By Ernie Cowan
San Diego Union-Tribune
Mother Nature might know what is going on, but I’m confused.
Wildflowers and butterflies are something you find in the desert in the spring. Recent heavy rains have turned the desert into a green carpet of grass and produced a rare fall bloom of scattered wildflowers along with an invasion of colorful caterpillars and butterflies.
In July and August there was more than 4 inches of rain recorded in Anza-Borrego Desert State Park. Summer monsoons swept up from the Gulf of California bringing more than three quarters of the normal rainfall for a full year.
Initially there was some significant flash flooding, but in this arid land, plants that see little water anytime are opportunists that quickly respond when rain does fall.
When driving into Borrego Springs along S-22, visitors frequently stop at the Crawford Overlook to enjoy the expansive view across the Borrego Valley into the Badlands and to the Salton Sea in the hazy distance.
The visitor now notices a green tinge to the desert floor because of the carpet of grass that has sprung up.
You first notice the large white Jimson Weed blossoms as you enter the park and the road breaks off, dropping into the desert and leaving Ranchita behind. Soon you spot prickly poppies dotting a landscape that was burned in a wildfire a year or so ago.
The careful observer will notice clouds of California Patch butterflies darting about and flocking around the bright yellow blossoms of blooming brittlebush. Brightly colored and striped green worms march across the landscape feeding on the abundant new growth.
The desert is happy.
By late summer many native plants have normally shriveled from blistering heat and the lack of water. This year the drenching rains have revived them and they stand fresh and strong from the unseasonal nourishment. It brings a smile to this leathered desert rat that revels in the anomaly.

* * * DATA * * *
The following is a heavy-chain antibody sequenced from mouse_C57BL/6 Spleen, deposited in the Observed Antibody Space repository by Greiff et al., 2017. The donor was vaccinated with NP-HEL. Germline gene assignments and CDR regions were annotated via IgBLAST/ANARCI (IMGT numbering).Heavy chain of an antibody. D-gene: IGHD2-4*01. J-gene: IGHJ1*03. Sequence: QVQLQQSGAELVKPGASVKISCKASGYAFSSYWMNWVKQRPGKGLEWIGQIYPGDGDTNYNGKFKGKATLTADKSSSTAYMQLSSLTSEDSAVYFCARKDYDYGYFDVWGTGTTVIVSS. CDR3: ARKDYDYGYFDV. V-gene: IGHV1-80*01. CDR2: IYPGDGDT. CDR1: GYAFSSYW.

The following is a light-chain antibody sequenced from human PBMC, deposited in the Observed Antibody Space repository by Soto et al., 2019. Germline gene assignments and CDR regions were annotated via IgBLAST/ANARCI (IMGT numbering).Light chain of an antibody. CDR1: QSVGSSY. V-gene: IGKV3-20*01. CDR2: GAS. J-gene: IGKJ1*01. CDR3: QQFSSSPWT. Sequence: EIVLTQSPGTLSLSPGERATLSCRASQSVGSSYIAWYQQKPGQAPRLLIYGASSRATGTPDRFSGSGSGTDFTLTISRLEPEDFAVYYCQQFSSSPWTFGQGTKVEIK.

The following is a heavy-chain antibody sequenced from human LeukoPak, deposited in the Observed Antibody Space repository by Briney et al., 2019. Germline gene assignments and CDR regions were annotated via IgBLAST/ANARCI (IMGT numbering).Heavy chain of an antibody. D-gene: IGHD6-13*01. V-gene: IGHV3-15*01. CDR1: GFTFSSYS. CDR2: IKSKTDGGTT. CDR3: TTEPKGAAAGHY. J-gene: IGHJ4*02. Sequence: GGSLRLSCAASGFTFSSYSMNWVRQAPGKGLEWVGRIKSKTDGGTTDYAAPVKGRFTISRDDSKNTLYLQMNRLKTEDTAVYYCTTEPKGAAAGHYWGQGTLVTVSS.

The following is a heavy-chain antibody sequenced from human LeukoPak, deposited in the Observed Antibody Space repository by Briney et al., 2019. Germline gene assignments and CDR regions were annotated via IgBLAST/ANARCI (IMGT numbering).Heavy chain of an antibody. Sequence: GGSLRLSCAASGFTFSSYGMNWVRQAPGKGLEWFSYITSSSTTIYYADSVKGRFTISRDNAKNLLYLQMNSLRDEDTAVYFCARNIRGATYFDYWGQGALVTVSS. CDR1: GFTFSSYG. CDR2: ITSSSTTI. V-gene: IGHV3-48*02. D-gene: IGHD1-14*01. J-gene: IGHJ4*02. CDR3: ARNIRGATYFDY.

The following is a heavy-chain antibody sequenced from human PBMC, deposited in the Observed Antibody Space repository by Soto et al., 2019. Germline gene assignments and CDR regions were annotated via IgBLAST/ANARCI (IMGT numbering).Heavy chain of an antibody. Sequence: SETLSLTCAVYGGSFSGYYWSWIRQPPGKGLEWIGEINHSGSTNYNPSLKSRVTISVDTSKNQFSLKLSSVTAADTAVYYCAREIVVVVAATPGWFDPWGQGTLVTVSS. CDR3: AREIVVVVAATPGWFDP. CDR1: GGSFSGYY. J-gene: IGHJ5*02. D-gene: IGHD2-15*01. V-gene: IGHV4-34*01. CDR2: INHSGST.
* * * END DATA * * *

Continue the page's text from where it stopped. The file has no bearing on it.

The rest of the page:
As the highway makes the wide, sweeping turn through Culp Valley, there are more butterflies and green hornworms thriving in the new growth. Soon the big caterpillars will mature and bury themselves in the sand as they begin a transformation into a Sphinx moth.
Once on the desert floor you notice a forest of ocotillo covered with thick green leaves. Normally this time of year they look like dead tentacles covered in angry spines. The heavy foliage adds to the green hue, now the prime desert color.
A few cholla cacti are budding and some are in bloom. A hike up a desert wash will reveal beautiful red California fuchsia in bloom and clumps of yellow chinch weed like small buttons on a carpet of green.
Swallowtail butterflies flitter in the abundant fields and the mild temperatures of late summer are kind and embracing to the wilderness hiker.
Canyons that were once familiar to the frequent visitor are now strange places. Flash floods a month ago sculptured the land into different forms. Roads were eliminated, boulders moved, and a new landscape was created to explore.
There is another joy to this wonder of nature.
Some jeep trails are still impassable because of huge gouges cut in the sand or boulders that were moved and now block old routes. Hikes exploring canyons on the western edge of the desert may put the first footprints into the new sand deposited by the flash floods. The landscape has changed.
Spring wildflowers bring the most visitors to California’s largest state park, but the beauty of this false spring has yet to be discovered by most nature lovers. It won’t last long as the monsoon rains sink deeper into thirsty desert sands and the brown hues of fall once again return.
Until then, there is silent beauty awaiting the desert explorer.